Smart Home Products From HVAC Moving To The Consumer Market

Owners look at fast-growing opportunities in industry where they can transform into an outstanding opportunity. Which continues to be the smart home market for residential HVAC contractors.

The smart home industry is expanding at a great pace, not just in household goods but also in homeowners’ adoption. For themselves the numbers speak. A total of 47 percent of millennials have at least one smart product in their house, a category that is just beginning to buy homes. Furthermore, 33 million North American homes rely on smart thermostats for temperature control, according to Statista.

Homeowner Expectations

Smart Home Products From HVAC Moving To The Consumer Market

Much of the smart home focus has traditionally been on thermostats. Initially, they allowed homeowners to control their HVAC system inside and outside the home through the thermostat mobile app via a simple Wi-Fi connection. Now, those same thermostats are able to control homes based on homeowner interaction and trends. They learn behaviors to improve both comfort in the home and efficiency of the HVAC system.

While awareness is certainly increasing, it is still up to the HVAC contractor to educate the homeowners about the benefits that today’s smart home products can offer.

“The old knob thermostats will replace a lot of the new installations we do,” said Scott Merritt, owner of Fire & Ice Heating & Air Conditioning in Columbus, Ohio. Though consumers do not necessarily know the full range of solutions for smart home, they know that much can be remotely operated from a phone app. But we often answer those questions. Fortunately, on many thermostat models these days, that is normal.

While smart homes and thermostats are closely linked in the minds of contractors and homeowners, manufacturers want contractors to realize smart homes are much more than that.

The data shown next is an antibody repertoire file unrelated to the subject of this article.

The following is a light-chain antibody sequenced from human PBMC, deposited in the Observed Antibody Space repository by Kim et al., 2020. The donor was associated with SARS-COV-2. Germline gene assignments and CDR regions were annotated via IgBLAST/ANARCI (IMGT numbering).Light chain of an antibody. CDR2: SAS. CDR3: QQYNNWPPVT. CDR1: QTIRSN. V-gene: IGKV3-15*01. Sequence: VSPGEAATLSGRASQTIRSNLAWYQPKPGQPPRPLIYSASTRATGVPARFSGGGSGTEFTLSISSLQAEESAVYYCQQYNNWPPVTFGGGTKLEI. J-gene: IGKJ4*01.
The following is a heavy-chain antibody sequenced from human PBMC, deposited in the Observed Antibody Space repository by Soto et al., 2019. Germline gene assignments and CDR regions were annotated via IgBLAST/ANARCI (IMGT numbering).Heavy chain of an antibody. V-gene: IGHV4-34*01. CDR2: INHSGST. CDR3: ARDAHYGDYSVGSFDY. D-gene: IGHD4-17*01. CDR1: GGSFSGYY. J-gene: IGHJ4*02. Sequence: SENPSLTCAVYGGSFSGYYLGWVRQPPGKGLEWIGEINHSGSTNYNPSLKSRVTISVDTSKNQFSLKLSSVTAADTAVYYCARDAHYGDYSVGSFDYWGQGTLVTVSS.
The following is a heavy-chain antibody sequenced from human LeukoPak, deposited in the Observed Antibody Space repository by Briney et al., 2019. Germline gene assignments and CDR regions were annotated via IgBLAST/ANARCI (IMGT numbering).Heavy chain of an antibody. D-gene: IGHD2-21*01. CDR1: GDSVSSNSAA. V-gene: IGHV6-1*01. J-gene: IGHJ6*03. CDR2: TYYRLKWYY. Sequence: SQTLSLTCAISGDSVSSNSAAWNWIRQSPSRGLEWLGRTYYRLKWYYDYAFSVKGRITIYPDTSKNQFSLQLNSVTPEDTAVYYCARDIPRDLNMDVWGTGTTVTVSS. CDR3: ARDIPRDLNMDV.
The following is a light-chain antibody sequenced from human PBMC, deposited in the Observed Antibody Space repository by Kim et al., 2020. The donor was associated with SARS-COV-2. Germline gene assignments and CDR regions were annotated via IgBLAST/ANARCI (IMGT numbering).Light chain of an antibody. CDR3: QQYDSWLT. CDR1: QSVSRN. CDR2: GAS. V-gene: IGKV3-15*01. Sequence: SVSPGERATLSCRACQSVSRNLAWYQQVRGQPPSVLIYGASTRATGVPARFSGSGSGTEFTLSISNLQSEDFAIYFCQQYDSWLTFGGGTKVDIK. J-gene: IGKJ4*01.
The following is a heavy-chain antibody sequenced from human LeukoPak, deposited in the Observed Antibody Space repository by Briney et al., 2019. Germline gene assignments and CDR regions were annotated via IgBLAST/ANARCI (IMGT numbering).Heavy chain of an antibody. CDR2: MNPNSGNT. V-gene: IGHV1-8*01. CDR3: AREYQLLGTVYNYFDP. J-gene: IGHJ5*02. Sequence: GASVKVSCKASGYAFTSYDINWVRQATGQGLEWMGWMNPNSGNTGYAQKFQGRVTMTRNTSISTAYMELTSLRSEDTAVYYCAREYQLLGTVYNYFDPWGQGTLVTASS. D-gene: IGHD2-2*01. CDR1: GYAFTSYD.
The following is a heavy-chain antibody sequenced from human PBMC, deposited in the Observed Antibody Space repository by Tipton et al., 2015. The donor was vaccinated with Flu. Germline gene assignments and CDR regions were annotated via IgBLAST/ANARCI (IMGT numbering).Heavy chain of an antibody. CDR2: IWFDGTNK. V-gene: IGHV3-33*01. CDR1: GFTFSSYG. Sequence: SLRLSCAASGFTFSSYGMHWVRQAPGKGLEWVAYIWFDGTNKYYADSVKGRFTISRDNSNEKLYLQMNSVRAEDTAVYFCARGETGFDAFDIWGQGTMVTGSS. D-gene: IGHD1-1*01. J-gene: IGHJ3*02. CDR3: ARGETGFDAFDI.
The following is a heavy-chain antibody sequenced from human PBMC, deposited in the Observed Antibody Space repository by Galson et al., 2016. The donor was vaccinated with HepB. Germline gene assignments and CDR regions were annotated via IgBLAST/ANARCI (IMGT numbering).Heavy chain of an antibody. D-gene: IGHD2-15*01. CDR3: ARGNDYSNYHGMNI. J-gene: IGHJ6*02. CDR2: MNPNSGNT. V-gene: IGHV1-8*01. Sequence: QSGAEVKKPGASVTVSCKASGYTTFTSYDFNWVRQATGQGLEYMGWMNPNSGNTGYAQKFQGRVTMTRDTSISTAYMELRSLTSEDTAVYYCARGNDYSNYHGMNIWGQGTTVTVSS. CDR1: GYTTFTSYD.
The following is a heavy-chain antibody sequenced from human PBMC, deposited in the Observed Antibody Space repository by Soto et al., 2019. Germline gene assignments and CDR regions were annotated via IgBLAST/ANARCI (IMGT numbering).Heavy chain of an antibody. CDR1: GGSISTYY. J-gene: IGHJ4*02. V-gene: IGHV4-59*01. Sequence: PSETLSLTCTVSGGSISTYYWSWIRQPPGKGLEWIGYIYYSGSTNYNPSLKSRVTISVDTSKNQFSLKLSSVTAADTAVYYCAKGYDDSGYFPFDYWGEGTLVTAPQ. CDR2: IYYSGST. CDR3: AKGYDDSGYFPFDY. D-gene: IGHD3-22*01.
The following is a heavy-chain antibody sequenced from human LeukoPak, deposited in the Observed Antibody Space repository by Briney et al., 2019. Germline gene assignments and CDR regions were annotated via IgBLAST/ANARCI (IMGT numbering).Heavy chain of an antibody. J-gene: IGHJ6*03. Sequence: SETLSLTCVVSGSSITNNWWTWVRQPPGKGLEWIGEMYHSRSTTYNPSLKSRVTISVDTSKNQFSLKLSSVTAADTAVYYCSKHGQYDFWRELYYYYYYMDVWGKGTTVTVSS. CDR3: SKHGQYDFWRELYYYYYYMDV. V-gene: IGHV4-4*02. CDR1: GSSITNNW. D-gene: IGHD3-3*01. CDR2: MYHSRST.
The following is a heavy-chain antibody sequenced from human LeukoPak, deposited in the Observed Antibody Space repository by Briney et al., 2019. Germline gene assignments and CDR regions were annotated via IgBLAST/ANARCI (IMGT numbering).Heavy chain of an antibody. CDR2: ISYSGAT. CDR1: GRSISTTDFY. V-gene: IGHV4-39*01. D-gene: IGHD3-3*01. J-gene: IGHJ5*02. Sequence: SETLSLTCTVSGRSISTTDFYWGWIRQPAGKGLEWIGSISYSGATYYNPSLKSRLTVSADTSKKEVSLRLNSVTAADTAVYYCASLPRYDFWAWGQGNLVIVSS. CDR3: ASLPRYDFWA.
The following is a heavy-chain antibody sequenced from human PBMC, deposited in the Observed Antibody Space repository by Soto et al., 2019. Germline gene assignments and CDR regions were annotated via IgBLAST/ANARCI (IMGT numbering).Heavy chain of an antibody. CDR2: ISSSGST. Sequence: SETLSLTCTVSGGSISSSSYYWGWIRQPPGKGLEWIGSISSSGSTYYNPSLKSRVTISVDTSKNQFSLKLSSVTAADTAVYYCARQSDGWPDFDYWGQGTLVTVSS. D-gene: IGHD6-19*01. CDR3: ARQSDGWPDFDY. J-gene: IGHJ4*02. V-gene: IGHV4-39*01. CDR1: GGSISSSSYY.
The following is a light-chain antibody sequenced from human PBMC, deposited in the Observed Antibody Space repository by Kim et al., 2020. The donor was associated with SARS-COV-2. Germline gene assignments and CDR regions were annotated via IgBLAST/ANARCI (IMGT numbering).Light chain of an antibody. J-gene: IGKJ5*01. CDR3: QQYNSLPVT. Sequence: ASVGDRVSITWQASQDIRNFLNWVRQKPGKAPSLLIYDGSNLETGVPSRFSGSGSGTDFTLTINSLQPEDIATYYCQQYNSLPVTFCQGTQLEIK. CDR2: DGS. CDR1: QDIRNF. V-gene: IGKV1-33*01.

Smart Home: Top Intelligent HVAC System

“Another technology that is increasing in popularity is high-end systems with zoning capabilities,” said Jason Wilson, product manager at Johnson Controls. “York recently launched the new Hx3 Communicating Zoning System, which offers individual temperature and humidity control in up to eight zones in a home.

In addition, we also see smart sensors evolving. One such example is the availability of window sensors that are capable of alerting homeowners if windows are open while their system is running, thus wasting energy. Those same sensors come equipped with abilities to read temperature, humidity, and other air quality measurements — all with the capabilities to tie back into cloud-connected mobile applications for control at homeowners’ fingertips.”

This is one of the few times where the market dictates where it needs the industry to go. Mike Smith, senior marketing manager at Mitsubishi Electric Trane HVAC US, said that in order to keep pace with homeowner expectations, the HVAC industry needs to evolve the approach toward residential HVAC systems. Contractors and salespeople need to be more responsive to homeowners’ desires to keep their homes and families comfortable and secure without making multiple trips to the thermostat.

“This can be achieved with innovative sensors and equipment designed to adjust according to occupancy or climate conditions,” Smith said. “For example, our 3-D i-see Sensor® on the indoor unit scans the room in three dimensions to analyze the temperature profile, then determines how many people are in the room and where they’re located. The system can react to this information by increasing or decreasing the amount of heating and cooling based on the load, and the indoor unit can then direct the airflow either directly to the individuals or indirectly according to preference settings. If the room is vacant, the system can switch to an energy-saving mode. Multiple operating modes are available to automatically maximize comfort, convenience, and cost savings.”

Moving Toward A Mainstream Market

Although the smart home market has already arrived, analysis suggests that in the next three to five years, it will continue to expand. In September 2020, Smart Energy IP, a leading consultancy and consulting company focusing on consumer engagement in energy and infrastructure, published its “Customer Preferences Dictate the Future of Smart Home Business Models: Exploring the Role of Smart Home in the Utility of the Future Business Model” industry report.

They found a few themes:

  • While the “cool factor” does drive interest in smart homes, energy reduction solutions top the list of motivators to buy.
  • Customers aged 35-54 prefer bundled solutions.
  • The majority of customers expect smart home solutions from their utilities.
  • Smith is bullish on smart sensors and the future of smart home technology.

Enhanced sensing features, expanded home automation with intelligent appliance and computer integration, and responsive, energy-efficient zoned comfort systems are included in the future of smart HVAC. Personalized comfort, increased indoor air quality, enhanced accessibility, and decreased electricity usage are the advantages for consumers, which are nice for the bottom line and healthier for the world. With those priorities in mind, the production and implementation of smart HVAC systems will continue.

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